I've looked at four of the five collected delves (excepting the 'Pale Reaver'). All include a small map (either by Dyson Logos or Matt Jackson) with a maximum of ten rooms or encounter areas, perfect for a single session. The delves each have one or more suggested setups to help bring the characters into the scene. The small adventures are all very serviceable and creative, with some elements of mystery and exploration.
As an added bonus for later plotting, or dovetailing the delves into a larger game world, each of the delves has a few end-notes with either suggestions or questions to the DM for future thought or adventure threads.
The delves are set up for D&D 5e (and have call-outs or page references to the associated DM's guide and Players' Handbook). However, the setups are generic enough for any OSR, and monsters and spells can be easily converted. Because of the small encounter areas, the amount of translation will take only limited effort.
What the delves each do well, is the third page. Wait - the label on the box said two pages! What is this sorcery? The third page (or Appendix) is a quick and dirty how-to-use guide. The delves are written with level flexibility in mind. Therefore - monsters, traps, challenges, and treasures are written in very generic terms (i.e. 'undead', 'sword') Being 5e - challenges are written with 'DC' terminology in mind, but this is also easily translatable for relative levels.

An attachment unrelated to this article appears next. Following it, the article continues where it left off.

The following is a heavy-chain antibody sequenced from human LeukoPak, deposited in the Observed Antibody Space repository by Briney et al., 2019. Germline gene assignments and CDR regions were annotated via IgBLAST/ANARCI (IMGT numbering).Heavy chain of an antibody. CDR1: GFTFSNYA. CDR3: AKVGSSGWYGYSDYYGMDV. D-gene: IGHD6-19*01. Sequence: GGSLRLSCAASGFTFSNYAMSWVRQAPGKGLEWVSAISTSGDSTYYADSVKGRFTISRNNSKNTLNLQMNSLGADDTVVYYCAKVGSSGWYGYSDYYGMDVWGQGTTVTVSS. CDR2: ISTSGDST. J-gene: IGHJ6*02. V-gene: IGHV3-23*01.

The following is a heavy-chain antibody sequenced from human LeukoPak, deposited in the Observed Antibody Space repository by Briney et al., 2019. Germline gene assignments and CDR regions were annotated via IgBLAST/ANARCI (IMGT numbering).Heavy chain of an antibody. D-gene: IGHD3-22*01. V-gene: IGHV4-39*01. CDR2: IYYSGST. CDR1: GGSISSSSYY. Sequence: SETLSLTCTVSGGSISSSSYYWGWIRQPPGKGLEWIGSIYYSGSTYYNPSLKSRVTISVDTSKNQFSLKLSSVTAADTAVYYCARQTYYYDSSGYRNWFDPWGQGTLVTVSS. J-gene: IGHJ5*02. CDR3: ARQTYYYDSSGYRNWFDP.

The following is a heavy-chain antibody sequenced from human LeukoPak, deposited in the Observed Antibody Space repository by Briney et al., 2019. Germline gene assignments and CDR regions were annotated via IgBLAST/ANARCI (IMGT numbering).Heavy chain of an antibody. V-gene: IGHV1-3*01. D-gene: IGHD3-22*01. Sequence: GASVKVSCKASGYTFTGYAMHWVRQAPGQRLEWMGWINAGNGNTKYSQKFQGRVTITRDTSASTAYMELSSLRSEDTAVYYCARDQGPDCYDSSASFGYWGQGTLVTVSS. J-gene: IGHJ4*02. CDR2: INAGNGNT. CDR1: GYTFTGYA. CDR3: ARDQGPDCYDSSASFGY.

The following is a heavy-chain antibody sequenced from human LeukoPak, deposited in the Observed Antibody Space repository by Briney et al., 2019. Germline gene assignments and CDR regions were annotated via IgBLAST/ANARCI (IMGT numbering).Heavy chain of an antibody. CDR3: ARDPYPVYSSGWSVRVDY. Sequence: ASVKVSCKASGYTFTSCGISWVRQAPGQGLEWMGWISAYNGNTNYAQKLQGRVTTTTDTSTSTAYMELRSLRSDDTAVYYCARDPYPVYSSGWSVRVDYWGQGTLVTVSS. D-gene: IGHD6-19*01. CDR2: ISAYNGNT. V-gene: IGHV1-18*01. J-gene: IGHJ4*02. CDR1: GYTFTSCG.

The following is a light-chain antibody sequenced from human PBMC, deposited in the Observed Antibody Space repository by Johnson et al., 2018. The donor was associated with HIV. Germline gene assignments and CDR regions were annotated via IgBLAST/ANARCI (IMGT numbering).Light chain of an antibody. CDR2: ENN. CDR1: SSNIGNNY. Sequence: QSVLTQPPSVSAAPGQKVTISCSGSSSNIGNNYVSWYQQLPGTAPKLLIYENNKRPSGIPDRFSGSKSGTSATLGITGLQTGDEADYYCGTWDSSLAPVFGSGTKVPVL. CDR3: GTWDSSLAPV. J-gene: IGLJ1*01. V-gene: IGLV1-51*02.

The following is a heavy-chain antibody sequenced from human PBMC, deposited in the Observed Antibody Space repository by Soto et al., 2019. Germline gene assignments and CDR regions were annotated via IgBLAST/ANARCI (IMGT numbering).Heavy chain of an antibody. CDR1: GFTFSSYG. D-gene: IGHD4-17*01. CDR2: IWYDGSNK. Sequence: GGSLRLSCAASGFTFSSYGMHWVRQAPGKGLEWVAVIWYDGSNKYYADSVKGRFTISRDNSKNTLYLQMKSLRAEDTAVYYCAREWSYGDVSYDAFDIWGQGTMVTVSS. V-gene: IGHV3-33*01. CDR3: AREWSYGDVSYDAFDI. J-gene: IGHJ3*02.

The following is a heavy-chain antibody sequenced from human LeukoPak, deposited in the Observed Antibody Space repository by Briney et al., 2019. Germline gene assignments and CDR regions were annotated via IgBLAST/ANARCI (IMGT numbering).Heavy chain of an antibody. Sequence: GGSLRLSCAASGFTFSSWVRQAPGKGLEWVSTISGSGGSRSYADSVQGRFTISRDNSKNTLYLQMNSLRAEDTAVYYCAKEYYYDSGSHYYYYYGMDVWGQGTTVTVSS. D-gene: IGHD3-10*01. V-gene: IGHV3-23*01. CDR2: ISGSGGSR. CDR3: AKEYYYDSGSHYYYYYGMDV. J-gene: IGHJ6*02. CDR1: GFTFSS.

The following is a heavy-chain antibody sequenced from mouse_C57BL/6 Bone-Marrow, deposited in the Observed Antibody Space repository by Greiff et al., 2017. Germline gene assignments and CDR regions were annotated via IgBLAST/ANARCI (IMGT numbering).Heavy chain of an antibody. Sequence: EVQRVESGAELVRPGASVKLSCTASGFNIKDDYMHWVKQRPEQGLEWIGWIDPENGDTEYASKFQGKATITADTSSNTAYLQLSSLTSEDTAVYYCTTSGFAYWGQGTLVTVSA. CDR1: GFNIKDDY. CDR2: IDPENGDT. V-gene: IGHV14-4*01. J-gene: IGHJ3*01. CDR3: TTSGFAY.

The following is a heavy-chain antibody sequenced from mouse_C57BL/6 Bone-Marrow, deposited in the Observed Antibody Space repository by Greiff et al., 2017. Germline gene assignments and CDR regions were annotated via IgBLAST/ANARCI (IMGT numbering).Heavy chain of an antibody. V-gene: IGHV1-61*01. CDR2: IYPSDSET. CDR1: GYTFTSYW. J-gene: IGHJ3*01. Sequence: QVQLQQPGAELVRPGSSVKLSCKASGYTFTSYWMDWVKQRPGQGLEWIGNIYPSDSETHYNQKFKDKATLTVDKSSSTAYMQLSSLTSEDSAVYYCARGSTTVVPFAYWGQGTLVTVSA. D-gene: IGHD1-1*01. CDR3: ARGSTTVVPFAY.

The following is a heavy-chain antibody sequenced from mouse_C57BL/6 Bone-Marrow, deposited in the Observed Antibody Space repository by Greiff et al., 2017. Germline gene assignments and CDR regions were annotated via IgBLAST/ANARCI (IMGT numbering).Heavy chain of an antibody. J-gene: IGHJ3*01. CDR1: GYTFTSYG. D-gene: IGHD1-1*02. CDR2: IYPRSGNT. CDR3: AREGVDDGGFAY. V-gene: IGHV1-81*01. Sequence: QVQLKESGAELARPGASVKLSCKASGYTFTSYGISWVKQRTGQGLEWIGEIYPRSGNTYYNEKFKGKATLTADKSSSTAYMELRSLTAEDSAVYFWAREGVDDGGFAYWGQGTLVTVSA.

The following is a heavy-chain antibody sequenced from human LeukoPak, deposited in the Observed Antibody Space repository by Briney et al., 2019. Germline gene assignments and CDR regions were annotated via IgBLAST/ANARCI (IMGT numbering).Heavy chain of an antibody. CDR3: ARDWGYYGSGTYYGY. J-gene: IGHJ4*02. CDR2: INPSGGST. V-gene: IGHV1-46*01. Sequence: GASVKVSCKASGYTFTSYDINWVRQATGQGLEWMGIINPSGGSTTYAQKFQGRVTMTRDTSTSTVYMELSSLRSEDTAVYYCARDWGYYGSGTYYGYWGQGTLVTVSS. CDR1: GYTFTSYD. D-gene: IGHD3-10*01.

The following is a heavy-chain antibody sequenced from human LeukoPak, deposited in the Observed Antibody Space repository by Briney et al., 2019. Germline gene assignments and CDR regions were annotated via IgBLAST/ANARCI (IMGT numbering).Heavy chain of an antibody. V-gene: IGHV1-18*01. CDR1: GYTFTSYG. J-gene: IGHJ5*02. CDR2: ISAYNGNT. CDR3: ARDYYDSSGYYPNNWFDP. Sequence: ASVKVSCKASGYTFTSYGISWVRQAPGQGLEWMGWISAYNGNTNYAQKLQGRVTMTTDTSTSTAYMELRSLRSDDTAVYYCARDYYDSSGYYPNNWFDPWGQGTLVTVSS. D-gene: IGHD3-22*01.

Additionally, the appendix lays out some guidelines for scaling the adventures to party level and size. This flexibility is a welcome addition and guidance to any small pre-written adventure - especially when a pick-up game or side quest is needed, Yes, there is a small amount of preparation, but with the framework, and a reasonably experienced game master could scale on the fly or with only a small amount of prep time (e.g. the 'spider' in Room 3 can quickly become a 1/2 HP large spider or 4HD Giant Fire Hell-Spider).
So take a look at them, save them in your just-in-case folder, and have fun!